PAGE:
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Mark Turner and Avishai Cohen: Harmony Without Chords

Marta Ramon By

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Saxophonist Mark Turner and trumpet player Avishai Cohen have been playing together since 2010. Both are accomplished jazzmen and representatives of the avant-garde scene. They shared a stage as part of the San Francisco Jazz Collective and also in Turner's quartet, including bassist Joe Martin and Marcus Gilmore on drums. After thirteen years, Turner finally launched an album as a leader, Lathe of Heaven (ECM, 2014).

The pair visited Valencia, Spain and took time to speak with All About Jazz before their sound check at Jimmy Glass Jazz Bar, which celebrated the International Jazz Festival IV last November. The understanding and connection they show in concert is also present when they talk to each other, either joking or emphasizing each other's virtues, with obvious sincerity.

All About Jazz: Mark and Avishai, thank you very much for taking time today to speak about your experiences playing together.

Mark Turner: Our pleasure!

AAJ: Mark, why did you call on Avishai for your new album?

MT: The first time I played with him, I was already thinking about playing with a trumpet, that was something new for me. I understood his high level of craft, intuition, creativity and focus. I thought Avishai had all these things. The other thing is that I like to play with musicians I feel are better than I am, so I can learn from them. I like people around me who do things that I can't. I also asked him because we had played together in the past. I prefer not to call on musicians that I don't know. I just need to feel, in some way, what's happening. That's it! [Smiles].

AAJ: Avishai, how did you feel when Mark called you about being part of the quartet?

Avishai Cohen: The first time, he asked me to do a show in the Jazz Gallery with his quartet. I was very happy playing with Mark. I love playing together as a sideman. We were talking about this yesterday, that we have been playing together for almost four years. But it still feels really fresh. We have a lot of fun together. Every concert is different, and there is still a lot of exploration to do. It has been great. Every time we play it's a whole new experience. We started this project and didn't even know that it was gonna last that long, and I am really happy to be part of it.

AAJ: Mark, you said you call on musicians that you think are better than you. What does Avishai have that you'd like to learn from?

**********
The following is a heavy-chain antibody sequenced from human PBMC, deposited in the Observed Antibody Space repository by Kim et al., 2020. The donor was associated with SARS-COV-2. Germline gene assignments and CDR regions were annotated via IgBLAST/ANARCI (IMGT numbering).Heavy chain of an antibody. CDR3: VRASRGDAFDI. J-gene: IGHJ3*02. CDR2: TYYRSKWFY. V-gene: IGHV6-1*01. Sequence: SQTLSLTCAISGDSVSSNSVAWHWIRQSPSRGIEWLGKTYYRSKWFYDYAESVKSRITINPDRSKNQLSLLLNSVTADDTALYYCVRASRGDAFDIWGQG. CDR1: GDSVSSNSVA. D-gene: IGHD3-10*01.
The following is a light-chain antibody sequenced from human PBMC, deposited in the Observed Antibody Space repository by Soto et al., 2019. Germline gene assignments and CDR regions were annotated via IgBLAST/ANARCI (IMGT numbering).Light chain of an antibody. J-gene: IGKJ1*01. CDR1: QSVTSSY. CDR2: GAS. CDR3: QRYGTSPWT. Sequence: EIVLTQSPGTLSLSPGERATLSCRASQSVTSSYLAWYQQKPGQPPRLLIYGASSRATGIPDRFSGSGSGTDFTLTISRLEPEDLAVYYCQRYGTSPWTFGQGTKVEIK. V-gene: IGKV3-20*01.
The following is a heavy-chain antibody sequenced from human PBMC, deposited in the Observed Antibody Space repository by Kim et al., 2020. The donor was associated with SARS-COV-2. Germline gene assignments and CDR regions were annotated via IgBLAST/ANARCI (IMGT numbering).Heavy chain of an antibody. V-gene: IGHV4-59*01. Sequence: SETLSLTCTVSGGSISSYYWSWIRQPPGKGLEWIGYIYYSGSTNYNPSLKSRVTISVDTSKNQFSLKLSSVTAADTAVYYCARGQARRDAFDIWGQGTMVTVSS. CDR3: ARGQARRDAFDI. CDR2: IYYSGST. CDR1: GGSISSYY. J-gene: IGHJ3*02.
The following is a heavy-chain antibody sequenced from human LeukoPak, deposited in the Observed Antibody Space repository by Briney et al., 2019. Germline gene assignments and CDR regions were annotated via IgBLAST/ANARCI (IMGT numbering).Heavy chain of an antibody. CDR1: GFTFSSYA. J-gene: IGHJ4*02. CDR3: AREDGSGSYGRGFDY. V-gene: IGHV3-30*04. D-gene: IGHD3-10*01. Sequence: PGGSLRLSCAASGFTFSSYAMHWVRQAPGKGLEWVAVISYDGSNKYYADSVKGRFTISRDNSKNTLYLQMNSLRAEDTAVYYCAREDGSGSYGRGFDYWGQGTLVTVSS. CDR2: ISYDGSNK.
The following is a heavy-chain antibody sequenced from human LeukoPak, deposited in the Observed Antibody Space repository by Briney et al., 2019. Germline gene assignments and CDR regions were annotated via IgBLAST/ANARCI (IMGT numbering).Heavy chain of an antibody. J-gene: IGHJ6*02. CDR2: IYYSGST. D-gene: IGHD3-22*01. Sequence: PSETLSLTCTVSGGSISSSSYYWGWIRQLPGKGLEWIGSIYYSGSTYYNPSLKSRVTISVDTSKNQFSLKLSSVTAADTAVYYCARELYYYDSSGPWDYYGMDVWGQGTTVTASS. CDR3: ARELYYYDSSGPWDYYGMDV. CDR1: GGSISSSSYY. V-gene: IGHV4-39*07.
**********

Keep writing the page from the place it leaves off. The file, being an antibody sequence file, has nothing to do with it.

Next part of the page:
MT: I don't know, I wouldn't put so much weight on that because I think music is more global than that, (more) than obvious, concrete things. But something I like in Avishai is that he has a natural, flowing relationship with music. For me, it's more like I have to think about it, I have to go back, work on it and it takes a while before the things start to flow, it doesn't just happen. I don't know Avishai that well, but I have the feeling that it happens in this way.

AAJ: Avishai, what have you learned from Mark?

AC: Mark has been a big inspiration in my music, as a human being and as a musician. I like to play with musicians when the connection goes beyond just the notes. Mark is not just a great saxophonist and musician, he's a really different human being. He is very humble, and a very spiritual guy. The way he talks to you is very inspiring, with his ego put aside. It's like he searches for something more, and I like that. Musically speaking, Mark talked about the natural treatment to the music that I have, but for me it is the opposite, I admire Mark's dedication and commitment to the horn and to practicing. We've been touring with this band, and with SF Collective, many times rooming with each other, listening to him practice. I'm not like that. I admire it, it is something I would like to aspire towards.

AAJ: So you admire Mark's capacity of making the complex feel simple.

AC: Yes, sure! We talked the other day about simplicity and how to simplify things, especially when he improvises. The music has changed over the years, and to keep things simple is really hard these days. We had a long conversation about that. Listening to Mark you can hear the simplicity even when he's doing very complicated things harmonically, with time and melody. I think the simplicity that is heard from the way he plays is something I am looking for in my music, how to duplicate that. His playing is very relaxing, pure and consistent. His simplicity comes from playing in such a complex way, and that is really hard to do.

MT: I believe anything that is valuable is not easy. I'm just saying that valuable things take time, they take thought, and energy. You have to pay attention to them. You can't take them for granted. So when you hear powerful and great music, it can touch people and they don't need to understand it at all. That part is not supposed to be necessary. It is my personal opinion that if something is too easy, it is not gonna last very long... of course there are a few exceptions.

AC: I just want to add that simplicity is how you reach the essence, and that takes a lot of hard work. It takes years and years to master. To get to that level of playing is not just a technical thing, it takes years of your life learning how to do it. Only experience and hard work will get you there. I often talk about Lee Konitz, and how he blew my mind last summer. He played so beautifully, and his sound was perfect, his ideas were perfect and simple but there was a lot of complexity behind his work. He is a genius, he plays so amazingly. I was playing after him and I just didn't want him to stop. It's a hard process to play like this, really hard. Once you are there, maybe you can start thinking about how to simplify in your own way.


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